Parks Associates Blog

Tuesday, November 06, 2007

The TV Writers Strike and the Future of Television

I can definitely see why the general public would look with either disdain or disinterest at the current Hollywood writer's strike. One could argue that it's just the "rich getting richer," or wonder why these creative minds are battling over the wasteland that many would argue is the state of primetime television today.

I see this impasse as a precedent-setting stage for both the writers and for the producers. Although the total revenues generated by Internet video services remain a tiny percentage of the overall entertainment industry (particularly paling when compared to current box office receipts, DVD rentals and sales, and current television advertising rates), what is occurring on the Internet today is going to be the face of television and entertainment tomorrow in a much more significant way. Consider the fact that many industry observers see our current television model (dominated by a linear delivery model) shifting to an on-demand model, where the important measurements are not based on a total audience at 8 p.m. Eastern, but rather a total audience plus the metrics about who chose to watch a certain streaming advertisement associated with the video. So, while the stakes that are being battled for today are relatively small (our own estimate is that TV downloads is only a $133 million market today - growing to $950 million by 2011), the total TV market revenues of tens of billions of dollars will soon be counted in the same way that Internet streams are today. So, getting the precedent of establishing revenue shares per streams is going to keep the writers involved in revenue streams when much more of the TV experience shifts to an “Internet-like” delivery system.

Intead of focusing on the revenue portion per download, I think that this battle is going to be built around the writers' share of the advertisign dollars generated per view. The major revenues for the on-demand video space are not necessary going to be driven by user-paid downloads. In fact, when you look at Apple’s user-paid download numbers, you’re actually starting to see a peak occur with total downloads of video. As DVRs and on-demand content become much more prevalent as vehicles to deliver video to viewers, advertising is going to be the major revenue generator. Our own estimates indicate that ad-supported Internet video revenues will grow from $1.4 billion in 2007 to $5.8 billion in 2011. If I were the writers, I’d want to focus there.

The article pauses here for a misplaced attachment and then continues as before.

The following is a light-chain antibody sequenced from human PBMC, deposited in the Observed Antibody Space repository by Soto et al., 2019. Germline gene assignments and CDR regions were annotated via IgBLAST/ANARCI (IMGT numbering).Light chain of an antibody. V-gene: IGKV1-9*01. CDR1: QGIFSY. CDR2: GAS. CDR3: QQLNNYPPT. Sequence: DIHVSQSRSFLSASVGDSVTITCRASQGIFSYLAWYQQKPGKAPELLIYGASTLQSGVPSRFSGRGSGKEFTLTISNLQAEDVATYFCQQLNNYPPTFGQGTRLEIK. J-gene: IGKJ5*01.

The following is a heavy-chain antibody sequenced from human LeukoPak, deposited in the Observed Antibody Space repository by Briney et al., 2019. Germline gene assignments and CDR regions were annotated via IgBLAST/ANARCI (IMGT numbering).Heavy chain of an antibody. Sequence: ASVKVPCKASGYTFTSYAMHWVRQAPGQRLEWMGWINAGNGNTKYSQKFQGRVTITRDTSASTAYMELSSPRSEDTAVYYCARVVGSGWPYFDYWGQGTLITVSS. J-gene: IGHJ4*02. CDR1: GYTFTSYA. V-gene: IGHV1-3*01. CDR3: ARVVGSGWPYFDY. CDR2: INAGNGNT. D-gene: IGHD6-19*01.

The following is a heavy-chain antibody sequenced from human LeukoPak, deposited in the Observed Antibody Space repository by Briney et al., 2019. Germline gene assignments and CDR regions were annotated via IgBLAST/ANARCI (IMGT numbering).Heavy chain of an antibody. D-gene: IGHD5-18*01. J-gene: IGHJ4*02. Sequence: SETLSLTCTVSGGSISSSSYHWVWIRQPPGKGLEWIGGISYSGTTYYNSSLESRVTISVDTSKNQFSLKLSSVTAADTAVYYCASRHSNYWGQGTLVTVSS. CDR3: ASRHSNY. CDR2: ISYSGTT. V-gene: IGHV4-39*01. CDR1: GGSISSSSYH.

This current battle will definitely shape the way in which other creative personnel are compensated for their work, including actors and directors. There is precedent that will be set with the final agreement. In my mind, it hopefully does acknowledge the need to compensative the creative work behind this content, regardless of the delivery vehicle. So, yes, I would expect that this will impact conversations about residuals for other creative personnel.

For more insight into the online video space (including recent news and analysis), please see Parks Associates' white paper: Broadband Video: A Market Update. This paper is available for free download.


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